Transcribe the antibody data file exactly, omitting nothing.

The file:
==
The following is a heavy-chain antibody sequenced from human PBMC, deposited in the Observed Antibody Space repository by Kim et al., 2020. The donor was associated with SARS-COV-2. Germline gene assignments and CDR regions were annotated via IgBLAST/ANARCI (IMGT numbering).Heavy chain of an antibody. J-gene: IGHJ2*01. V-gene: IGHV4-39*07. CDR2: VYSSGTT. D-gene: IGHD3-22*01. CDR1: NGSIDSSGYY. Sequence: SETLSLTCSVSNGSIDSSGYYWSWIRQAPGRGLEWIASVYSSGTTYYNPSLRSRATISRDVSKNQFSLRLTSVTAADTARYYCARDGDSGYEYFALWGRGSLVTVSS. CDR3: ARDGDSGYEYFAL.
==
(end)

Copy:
The following is a heavy-chain antibody sequenced from human PBMC, deposited in the Observed Antibody Space repository by Kim et al., 2020. The donor was associated with SARS-COV-2. Germline gene assignments and CDR regions were annotated via IgBLAST/ANARCI (IMGT numbering).Heavy chain of an antibody. J-gene: IGHJ2*01. V-gene: IGHV4-39*07. CDR2: VYSSGTT. D-gene: IGHD3-22*01. CDR1: NGSIDSSGYY. Sequence: SETLSLTCSVSNGSIDSSGYYWSWIRQAPGRGLEWIASVYSSGTTYYNPSLRSRATISRDVSKNQFSLRLTSVTAADTARYYCARDGDSGYEYFALWGRGSLVTVSS. CDR3: ARDGDSGYEYFAL.